image of man cycling with child on back of bike on Aran Island Inis Mor with view of ocean

We appreciated having two nights in one location; when traveling with kids, the less packing and unpacking the better!

Day 3 Stats: There is no set route or itinerary for Day 3. The route we describe above was 12 miles / 19km long with 715 feet / 218m elevation gain. We maintained our leisurely tourist pace on the bikes and the riding took us just under 2 hours.

Day 4 – Inis Mor to Carna

We took the early ferry back to the mainland, allowing us to take our time to Carna.

image of father cycling with boy on back of bike in Ireland

The first leg of this journey involves a short 1.2 mile / 2km stretch along a busy 2-lane highway. This isn’t the most enjoyable part of the day, but the drivers were safe and courteous and no one got too close for comfort. We felt comfortable in no time and were able to enjoy quick views of the rugged coastline.

Soon the road forks and the traffic got much quieter. This road features many nice country houses with beautiful gardens, overflowing with huge Hydrangea in an amazing array of colors. As usual, the many donkeys we passed were a huge hit with the kids.

Before long we turned onto a desolate, single lane back-country road with hardly a car in sight. As with many backroads, the scenery really takes off here with rock-filled fields of flowing grass and large mountains looming off in the distance.

image of two parents on bikes pulling a trailer and one with a kid on a tag-a-long

We enjoyed the sound of birdsong while passing many lakes and large patches of bright wildflowers. As we crossed a narrow ocean inlet at the end of this leg, we stopped to admire a beautiful heron standing patiently in the flowing seaweed beds waiting for a tasty fish to swim by.

Turning back onto another busy highway was a bit of a shock after the tranquil country road, but we were able to break it up with a stop at a nice little café halfway through. You won’t find her on Google Maps, but watch for her roadside signs. She was kind to our kids and we thoroughly enjoyed our fresh ground coffee and ice cream. A perfect place to stop and rest our legs about 1/3 into the day’s journey.

image of man and girl eating at a table

Before long, the road splits again and we turn onto a quieter coastal highway. The amount and variety of wildflowers is truly amazing. Much of this leg follows the shores of a large coastal inlet providing some breathtaking scenery.

image of orange and purple flowers

The surprisingly large mountains are always nearby, giving an interesting counterpoint to the coastal beauty. The locals were especially friendly along this stretch; always take the time to wave and say hello. We also saw many donkeys, sheep, tons of butterflies, several herons and a huge flock of large white birds in the distance; they were a bit too far to confirm, but we believe it was nearly 100 swans.

image of man on bike and child playing in dirt nearby. Views of mountains in the distance
image of bikes with father and two kids at a fence looking in the distance

At the 22 mile / 35km mark, we stopped at a great playground to rest our legs and reward the kids for being such good cycling companions.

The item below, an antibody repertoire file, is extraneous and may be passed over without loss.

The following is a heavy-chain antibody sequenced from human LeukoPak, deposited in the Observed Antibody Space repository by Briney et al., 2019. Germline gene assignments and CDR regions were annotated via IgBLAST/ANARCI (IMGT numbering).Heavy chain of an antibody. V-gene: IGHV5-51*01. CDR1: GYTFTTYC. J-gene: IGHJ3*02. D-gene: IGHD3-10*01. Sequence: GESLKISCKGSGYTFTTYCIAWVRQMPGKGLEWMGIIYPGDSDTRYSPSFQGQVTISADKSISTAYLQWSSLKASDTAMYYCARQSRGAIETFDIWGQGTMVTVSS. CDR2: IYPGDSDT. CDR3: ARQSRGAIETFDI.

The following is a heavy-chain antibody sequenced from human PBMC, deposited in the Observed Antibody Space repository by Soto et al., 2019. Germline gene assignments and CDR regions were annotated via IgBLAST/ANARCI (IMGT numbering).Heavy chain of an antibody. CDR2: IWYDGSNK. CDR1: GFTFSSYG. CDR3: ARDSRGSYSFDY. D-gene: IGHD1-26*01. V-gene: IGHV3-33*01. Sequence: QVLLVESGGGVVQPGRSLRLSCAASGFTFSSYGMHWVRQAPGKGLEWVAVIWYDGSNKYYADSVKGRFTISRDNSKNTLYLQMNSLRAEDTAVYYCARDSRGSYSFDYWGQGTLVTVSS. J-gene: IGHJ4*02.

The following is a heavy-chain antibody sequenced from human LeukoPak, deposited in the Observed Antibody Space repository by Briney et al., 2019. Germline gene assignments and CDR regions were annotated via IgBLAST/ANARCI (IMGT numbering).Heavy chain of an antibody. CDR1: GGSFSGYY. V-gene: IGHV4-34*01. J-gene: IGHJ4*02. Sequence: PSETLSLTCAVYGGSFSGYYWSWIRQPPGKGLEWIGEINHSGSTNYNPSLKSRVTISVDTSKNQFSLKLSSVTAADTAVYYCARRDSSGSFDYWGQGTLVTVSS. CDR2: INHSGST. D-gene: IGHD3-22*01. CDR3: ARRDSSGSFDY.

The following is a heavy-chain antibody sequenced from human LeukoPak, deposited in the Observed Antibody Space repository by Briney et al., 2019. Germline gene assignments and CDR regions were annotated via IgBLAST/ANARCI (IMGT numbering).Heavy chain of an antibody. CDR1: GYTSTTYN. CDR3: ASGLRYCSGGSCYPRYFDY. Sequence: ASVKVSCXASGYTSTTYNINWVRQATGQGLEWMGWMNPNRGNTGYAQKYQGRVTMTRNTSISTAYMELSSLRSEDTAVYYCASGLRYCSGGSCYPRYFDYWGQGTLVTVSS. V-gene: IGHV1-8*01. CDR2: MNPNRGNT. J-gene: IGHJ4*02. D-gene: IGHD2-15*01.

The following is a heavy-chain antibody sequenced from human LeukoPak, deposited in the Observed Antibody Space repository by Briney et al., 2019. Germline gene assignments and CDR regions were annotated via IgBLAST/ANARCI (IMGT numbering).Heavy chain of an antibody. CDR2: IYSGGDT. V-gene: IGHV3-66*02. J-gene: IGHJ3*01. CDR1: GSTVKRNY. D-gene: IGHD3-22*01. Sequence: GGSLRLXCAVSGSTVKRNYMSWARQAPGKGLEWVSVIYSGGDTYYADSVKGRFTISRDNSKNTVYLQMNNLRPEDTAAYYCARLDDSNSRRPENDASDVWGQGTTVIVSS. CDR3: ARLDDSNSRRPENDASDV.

image of man cycling with child on back of bike on a tag-a-long on family holiday in Ireland
image of two kids playing at playground

Day 4 Stats: Day 4 was a long, but enjoyable ride along the Irish coastline. The total distance we cycled was 27 miles / 43km with 1,450 feet / 442m of elevation gain. This leg took us just under 3 hours of moving time on our bikes (about 4 hours including breaks).

Note: Cashel is the standard destination for Day 4, while Carna is an alternate destination.

Day 5 – Carna to Clifden

We awoke to the sound of rain on the window. The sky looked dark and ominous, but we held out hope that it’d pass by the time we finished our incredibly good full Irish breakfast. No such luck – it was pouring as it was time to go. The panniers that Green Marble provided had rain covers, so between the panniers and the storage compartment on the back of the chariot, we were able to keep our gear dry.

image of boy posing in front of bike trailer in rain gear

Our little guy volunteered to ride on the tag-along which exposed him to the full elements. It was windy and raining hard, but he really seemed to love it! It was still warm out and we ended up taking our warmer layers off pretty quickly. When you are dressed for the rain, it’s really not that bad.

image of boy in bike trailer

It’s a bit harder to focus on the scenery when it’s wet, but we made a real effort to keep looking around as it was so beautiful. The first leg of the journey was along the back coastal road that goes through Carna. The ruins of houses departed long ago making this stretch a lot of fun.

The rain stopped after an hour; just as we were leaving the country road. The next leg was along a highway, but it wasn’t too busy. The terrain transitioned to a beautiful rocky grassland, with hundreds of sheep grazing on the slopes.

image of man cycling with boy on back of bike on tag-a-long. Cycling on the road with ocean views

We stopped to take some pictures of a beautiful white horse standing by a boat next to the water. It was one of those postcard worthy scenes you feel grateful for. Then a little brown foal emerged from behind the boat – it was so small and cute! We kept clicking away like equestrian paparazzi when the most amazing thing happened… the horses started walking up the path towards us!

image of an old canoe with a horse and foal walking in front
image of girl with bike helmet and a horse

A first I was wondering if she was protecting her little one, but she simply stopped at the steel gate. She smelled my hand and let me pat her gently on the nose. Then she allowed our daughter to do the same. The foal timidly joined its mother but kept its distance. Our kids simply loved this special experience; it was hard to pull away and get back on the road.